Millennials Engaged in Retirement Saving, But Challenge Norms
Millennials are taking steps to save early for retirement, but they also have higher expectations that employers should be offering access to a retirement savings plan and socially responsive investments, according to new survey results.
The Capital Group’s Wisdom of Experience survey found that nine out of 10 Millennials report that they contribute to a 401(k) or IRA account, and while a large majority believe they have primary responsibility for ensuring their retirement, an even larger majority believe that employers should be helping.
The survey found that 7 out of 10 Millennials believe that individuals have primary responsibility for taking steps to ensure they have a secure retirement (compared to 83% of Boomers), and 80% believe that all employers should be expected to provide a retirement savings option, compared to 71% of Boomers.
All three generations surveyed (Millennial, Baby Boomer and Generation X) agree that the top three “must-have” benefits are health insurance, a matching 401(k) plan and vacation time.
When it comes to their choices of employers and investments, Millennials are also looking for new workforce benefits and companies that deliver financial and social value. For example, 82% of Millennials say it’s important for companies in their investment portfolio to promote the health and wellness of consumers and employees, 10 percentage points higher than Boomers. In addition, 34% of Millennial respondents want employers to offer a 529 or college savings plan as a benefit, and even more want tuition reimbursement (37%).
“By the time Millennials entered the labor market, long-term job security and traditional pensions were ancient history,” says Heather Lord, senior vice president and head of strategy and innovation at Capital Group. “Millennial investors understand they need to take charge of saving for their retirement early in life, and they also demand more than older generations when it comes to their choices of employers and investments.”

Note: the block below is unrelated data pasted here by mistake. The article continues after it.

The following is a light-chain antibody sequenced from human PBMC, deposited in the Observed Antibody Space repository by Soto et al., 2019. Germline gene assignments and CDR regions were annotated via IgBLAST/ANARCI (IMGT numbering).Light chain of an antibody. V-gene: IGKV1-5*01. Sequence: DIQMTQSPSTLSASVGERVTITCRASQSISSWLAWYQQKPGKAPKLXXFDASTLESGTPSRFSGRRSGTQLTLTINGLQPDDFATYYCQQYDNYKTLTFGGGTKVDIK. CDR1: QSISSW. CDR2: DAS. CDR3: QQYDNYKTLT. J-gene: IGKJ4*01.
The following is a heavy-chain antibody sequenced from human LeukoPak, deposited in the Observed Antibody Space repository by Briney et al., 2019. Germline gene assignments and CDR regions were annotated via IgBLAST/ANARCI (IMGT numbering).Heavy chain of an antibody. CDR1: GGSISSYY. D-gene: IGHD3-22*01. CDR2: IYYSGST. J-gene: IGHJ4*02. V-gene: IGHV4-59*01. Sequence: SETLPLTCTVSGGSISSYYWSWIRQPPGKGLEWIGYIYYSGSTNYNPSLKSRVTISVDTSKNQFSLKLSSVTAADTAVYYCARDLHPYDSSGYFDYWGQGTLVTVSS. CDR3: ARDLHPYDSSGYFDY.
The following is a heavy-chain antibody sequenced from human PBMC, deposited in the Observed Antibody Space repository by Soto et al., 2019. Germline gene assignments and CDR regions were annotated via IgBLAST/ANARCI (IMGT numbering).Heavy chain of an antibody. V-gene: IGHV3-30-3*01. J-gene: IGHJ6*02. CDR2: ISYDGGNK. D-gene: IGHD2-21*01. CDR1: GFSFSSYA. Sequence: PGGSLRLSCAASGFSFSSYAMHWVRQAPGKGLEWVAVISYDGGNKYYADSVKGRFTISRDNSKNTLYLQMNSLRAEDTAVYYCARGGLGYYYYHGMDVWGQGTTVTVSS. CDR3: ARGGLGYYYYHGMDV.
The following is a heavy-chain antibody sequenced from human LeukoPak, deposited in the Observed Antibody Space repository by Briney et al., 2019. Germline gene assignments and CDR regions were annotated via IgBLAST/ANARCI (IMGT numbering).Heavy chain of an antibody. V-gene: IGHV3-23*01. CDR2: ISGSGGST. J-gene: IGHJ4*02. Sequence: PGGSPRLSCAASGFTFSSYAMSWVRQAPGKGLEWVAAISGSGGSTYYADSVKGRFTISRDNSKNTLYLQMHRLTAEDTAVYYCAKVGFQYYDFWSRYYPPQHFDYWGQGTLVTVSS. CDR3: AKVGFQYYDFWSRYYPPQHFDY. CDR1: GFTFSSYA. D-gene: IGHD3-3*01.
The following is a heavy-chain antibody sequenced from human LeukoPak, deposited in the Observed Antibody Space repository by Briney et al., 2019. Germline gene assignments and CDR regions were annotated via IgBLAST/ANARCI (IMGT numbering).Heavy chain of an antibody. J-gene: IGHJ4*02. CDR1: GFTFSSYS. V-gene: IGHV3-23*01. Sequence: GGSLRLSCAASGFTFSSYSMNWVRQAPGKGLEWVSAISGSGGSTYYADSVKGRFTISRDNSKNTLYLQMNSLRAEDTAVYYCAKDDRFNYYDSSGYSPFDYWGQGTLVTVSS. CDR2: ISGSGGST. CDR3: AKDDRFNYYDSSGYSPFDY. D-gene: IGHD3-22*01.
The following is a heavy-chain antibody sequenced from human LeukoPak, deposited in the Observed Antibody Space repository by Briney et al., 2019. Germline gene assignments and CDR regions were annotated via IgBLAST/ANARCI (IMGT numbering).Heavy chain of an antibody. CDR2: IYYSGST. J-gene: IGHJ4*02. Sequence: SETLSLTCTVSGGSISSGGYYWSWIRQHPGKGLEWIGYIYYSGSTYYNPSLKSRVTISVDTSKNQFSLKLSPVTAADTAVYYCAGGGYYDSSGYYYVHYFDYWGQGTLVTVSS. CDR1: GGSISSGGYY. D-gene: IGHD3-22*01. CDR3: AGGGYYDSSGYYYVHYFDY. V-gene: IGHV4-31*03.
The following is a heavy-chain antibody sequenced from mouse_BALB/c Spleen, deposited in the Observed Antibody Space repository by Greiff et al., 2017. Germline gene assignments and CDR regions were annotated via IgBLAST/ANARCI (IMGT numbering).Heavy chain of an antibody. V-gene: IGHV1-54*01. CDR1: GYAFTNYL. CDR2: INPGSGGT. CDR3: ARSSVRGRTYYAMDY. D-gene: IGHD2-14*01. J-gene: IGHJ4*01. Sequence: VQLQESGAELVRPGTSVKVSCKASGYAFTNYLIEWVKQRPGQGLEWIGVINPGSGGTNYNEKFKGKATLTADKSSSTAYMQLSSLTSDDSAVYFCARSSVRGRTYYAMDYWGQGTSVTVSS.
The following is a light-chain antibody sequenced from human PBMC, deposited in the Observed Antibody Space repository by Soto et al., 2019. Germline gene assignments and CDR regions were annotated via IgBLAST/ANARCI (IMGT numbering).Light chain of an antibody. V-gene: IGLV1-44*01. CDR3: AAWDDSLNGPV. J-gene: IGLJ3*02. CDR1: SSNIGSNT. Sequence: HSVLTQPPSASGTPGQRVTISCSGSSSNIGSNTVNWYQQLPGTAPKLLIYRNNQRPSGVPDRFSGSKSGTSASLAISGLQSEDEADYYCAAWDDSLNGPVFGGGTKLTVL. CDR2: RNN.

At Ease with Rollovers
With Millennials changing jobs often, one of the more positive findings is that 83% say it is easy to transfer retirement savings from their prior plan. Perhaps this is because two-thirds of Millennials say they got help moving their 401(k). The results show that 33% got personal advice from a financial advisor and 21% from their employer plan sponsor, while 11% relied on friends and family for guidance.
Interestingly, a higher percentage of Millennials compared to Boomers keep their money within the employer-sponsored 401(k) system when they switch jobs instead of opening their own IRA.
The survey notes that 35% of Millennials roll their funds over to their new employer’s 401(k) plans, while 15% kept their money in their prior employer’s plan. For Boomers, an IRA rollover was the most popular option at 31%, with only 21% reporting that they roll funds over to their new employer’s 401(k) plan.
Despite this reported ease with rolling over balances, the survey also found that Millennials are not always making the best choices when it comes to managing the transition of their retirement accounts. Almost one in five Millennials (15%) cashed out of their last plan, compared to only 4% of Boomers, according to the results.
Other key findings show that 75% of Millennials say their employer does a good job of explaining retirement investing options, with 71% saying they are aware of employer 401(k) matching contributions. In addition, 72% of Millennials say they either know exactly or are somewhat confident about what types of mutual funds and investments they have in their retirement accounts.
While all three generations had similar results in wanting mutual funds with a long track record of outpacing the stock market average, Millennials were out front in saying that target date funds are the best approach for their retirement savings goals, coming in at 23% — five percentage points higher than Boomers and Gen Xers (both 18%).
The survey was conducted by APCO Insight in March 2017. It consisted of an online quantitative survey of 1,200 American adults of varying income levels who have investment assets and some responsibility for making investment decisions for their families.